Re: f#, Robert Marcellus and me
Author: DAVE 
Date:   2005-04-28 16:42

For the record: Larry Combs does not remove the sliver key from his clarinet, at least not when I studied with him. I also do not recall his ever mentioning a preference for either fingering of F#.

 
 Re: f#, Robert Marcellus and me
Author: vin 
Date:   2005-04-28 17:02

I have heard Tom Martin suggest that the sliver key be removed from the Eb clarinet and I have seen John Bruce Yeh on a broadcast of Bolero, use both the sliver and side Bb in the same phrase, on alternating notes. Go figure....go practice.

 
 Re: f#, Robert Marcellus and me
Author: sfalexi 
Date:   2005-04-29 04:25

Quote:

Again I say to you (just as I did on the Eb/Bb thread), if you are a teacher and you tell your students "none of it matters" you are really doing them a disservice. What you use, personally, as far as fingerings is your choice. Please do not foster that attitude in your students. Show them the whole clarinet and then when they get "great big" they can make an informed choice.
I don't have any formal students, but don't worry Hank, cause I certainly show them whatever options are available, and I also try to show them when some might be preferable to others. So yes, I harbor my own personal preferences as far as fingerings go, but I let them choose for themselves as to what THEY want.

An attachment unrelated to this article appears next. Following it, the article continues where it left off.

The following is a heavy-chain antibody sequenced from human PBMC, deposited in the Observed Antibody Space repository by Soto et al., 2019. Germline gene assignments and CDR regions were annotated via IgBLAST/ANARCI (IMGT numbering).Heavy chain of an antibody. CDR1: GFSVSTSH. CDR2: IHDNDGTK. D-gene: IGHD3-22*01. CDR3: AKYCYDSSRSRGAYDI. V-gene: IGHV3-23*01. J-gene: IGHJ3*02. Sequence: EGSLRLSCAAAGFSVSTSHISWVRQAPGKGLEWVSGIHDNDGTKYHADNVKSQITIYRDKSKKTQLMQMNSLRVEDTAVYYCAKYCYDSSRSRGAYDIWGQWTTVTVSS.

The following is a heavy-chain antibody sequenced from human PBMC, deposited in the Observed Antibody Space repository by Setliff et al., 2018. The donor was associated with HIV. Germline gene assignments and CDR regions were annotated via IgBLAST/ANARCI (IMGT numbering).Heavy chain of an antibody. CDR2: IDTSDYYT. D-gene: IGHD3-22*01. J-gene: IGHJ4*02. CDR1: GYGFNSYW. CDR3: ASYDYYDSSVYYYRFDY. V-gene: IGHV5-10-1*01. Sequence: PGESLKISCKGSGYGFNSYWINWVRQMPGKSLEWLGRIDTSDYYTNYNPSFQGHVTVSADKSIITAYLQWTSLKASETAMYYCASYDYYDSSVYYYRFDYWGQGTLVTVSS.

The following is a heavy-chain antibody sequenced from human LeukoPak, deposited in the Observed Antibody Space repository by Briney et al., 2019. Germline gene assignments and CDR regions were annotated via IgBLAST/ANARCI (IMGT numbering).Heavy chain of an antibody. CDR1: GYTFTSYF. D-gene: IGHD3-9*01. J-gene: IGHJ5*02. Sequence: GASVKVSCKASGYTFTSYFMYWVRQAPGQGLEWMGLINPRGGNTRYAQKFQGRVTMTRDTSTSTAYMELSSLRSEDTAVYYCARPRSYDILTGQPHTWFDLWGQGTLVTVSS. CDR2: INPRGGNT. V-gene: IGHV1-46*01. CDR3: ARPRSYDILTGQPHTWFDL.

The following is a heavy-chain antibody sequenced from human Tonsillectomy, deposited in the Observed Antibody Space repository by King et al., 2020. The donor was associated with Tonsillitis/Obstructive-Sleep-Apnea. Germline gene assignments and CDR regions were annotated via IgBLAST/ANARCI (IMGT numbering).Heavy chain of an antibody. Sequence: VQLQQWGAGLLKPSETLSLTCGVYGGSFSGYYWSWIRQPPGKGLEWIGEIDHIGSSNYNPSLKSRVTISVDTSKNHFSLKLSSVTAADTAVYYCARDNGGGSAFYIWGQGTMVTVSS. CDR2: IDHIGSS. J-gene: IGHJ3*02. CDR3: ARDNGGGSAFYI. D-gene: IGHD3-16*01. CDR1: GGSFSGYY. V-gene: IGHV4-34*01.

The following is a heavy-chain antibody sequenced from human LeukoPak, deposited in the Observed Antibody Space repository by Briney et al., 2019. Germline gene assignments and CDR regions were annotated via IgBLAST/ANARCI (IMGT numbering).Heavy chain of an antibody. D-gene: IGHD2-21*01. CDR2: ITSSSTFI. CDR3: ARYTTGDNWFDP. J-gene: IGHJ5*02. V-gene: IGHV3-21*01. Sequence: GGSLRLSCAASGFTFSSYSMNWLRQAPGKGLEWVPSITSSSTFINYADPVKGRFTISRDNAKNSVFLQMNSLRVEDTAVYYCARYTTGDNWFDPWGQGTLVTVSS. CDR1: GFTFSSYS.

Alexi

Small Group Leader
US Army School of Music NCO Academy


 
 Re: f#, Robert Marcellus and me
Author: D Dow 
Date:   2005-04-29 14:34

Harold Wright stated categorically that whatever fingering choice you make depends on how well the hands can handle working the passage smoothly. Wright was also very adamant in keeping all the keys on the clarinet. He felt that a good clarinet playing meant also being able to discern which fingerings work best for the individual.. not some collective concept of one thing for all.

I believe a good repair job and properly matched pads and alignment can certainly make optional fingerings easy. There is nothing worse on clarinet than a leaking f# key on the first fingering! It ruins the voicing and tonal shape of the scale from that note downward.

David Dow

 
 Re: f#, Robert Marcellus and me
Author: clarinetwife 
Date:   2005-04-29 17:53